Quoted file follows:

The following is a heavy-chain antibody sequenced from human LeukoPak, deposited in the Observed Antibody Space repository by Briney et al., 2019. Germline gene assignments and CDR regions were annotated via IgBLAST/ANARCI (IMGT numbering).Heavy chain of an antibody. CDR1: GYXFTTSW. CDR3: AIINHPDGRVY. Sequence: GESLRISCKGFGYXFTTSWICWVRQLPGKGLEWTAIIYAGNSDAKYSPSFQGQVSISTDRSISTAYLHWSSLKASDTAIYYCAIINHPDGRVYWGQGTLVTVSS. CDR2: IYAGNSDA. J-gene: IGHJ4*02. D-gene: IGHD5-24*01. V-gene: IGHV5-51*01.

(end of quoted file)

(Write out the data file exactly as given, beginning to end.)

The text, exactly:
The following is a heavy-chain antibody sequenced from human LeukoPak, deposited in the Observed Antibody Space repository by Briney et al., 2019. Germline gene assignments and CDR regions were annotated via IgBLAST/ANARCI (IMGT numbering).Heavy chain of an antibody. CDR1: GYXFTTSW. CDR3: AIINHPDGRVY. Sequence: GESLRISCKGFGYXFTTSWICWVRQLPGKGLEWTAIIYAGNSDAKYSPSFQGQVSISTDRSISTAYLHWSSLKASDTAIYYCAIINHPDGRVYWGQGTLVTVSS. CDR2: IYAGNSDA. J-gene: IGHJ4*02. D-gene: IGHD5-24*01. V-gene: IGHV5-51*01.